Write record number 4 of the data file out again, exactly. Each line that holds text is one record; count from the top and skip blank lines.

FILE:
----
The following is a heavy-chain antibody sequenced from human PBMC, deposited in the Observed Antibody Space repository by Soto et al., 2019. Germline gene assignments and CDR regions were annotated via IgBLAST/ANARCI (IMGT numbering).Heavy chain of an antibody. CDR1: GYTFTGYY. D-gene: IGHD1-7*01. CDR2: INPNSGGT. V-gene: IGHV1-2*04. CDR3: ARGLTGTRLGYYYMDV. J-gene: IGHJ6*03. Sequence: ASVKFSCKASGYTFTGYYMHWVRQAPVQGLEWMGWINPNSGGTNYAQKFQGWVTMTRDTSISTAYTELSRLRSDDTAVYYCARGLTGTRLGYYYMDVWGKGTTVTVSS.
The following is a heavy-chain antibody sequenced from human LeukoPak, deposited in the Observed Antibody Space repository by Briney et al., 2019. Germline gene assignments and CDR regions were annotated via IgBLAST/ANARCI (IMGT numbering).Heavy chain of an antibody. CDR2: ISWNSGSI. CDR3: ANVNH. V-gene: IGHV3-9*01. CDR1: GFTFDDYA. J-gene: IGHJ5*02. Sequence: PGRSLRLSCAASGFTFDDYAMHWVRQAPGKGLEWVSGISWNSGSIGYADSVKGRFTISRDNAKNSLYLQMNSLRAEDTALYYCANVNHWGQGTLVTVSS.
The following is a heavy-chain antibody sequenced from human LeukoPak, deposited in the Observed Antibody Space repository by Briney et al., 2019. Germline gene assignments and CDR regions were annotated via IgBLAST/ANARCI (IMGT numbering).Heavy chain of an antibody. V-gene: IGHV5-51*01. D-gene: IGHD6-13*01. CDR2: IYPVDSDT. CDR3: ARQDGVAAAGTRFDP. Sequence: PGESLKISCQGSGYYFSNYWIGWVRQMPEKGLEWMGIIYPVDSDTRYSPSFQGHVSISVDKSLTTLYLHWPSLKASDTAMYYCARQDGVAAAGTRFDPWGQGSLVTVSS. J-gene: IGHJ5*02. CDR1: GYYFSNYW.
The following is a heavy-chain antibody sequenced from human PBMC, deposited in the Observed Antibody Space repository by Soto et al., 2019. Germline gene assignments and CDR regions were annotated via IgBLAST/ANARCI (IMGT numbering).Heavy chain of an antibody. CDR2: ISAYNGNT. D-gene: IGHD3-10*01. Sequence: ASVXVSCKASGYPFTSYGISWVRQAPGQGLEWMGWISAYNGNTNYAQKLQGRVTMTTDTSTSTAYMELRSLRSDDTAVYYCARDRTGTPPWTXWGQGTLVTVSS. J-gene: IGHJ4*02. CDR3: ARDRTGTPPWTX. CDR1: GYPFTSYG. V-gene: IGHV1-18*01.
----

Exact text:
The following is a heavy-chain antibody sequenced from human PBMC, deposited in the Observed Antibody Space repository by Soto et al., 2019. Germline gene assignments and CDR regions were annotated via IgBLAST/ANARCI (IMGT numbering).Heavy chain of an antibody. CDR2: ISAYNGNT. D-gene: IGHD3-10*01. Sequence: ASVXVSCKASGYPFTSYGISWVRQAPGQGLEWMGWISAYNGNTNYAQKLQGRVTMTTDTSTSTAYMELRSLRSDDTAVYYCARDRTGTPPWTXWGQGTLVTVSS. J-gene: IGHJ4*02. CDR3: ARDRTGTPPWTX. CDR1: GYPFTSYG. V-gene: IGHV1-18*01.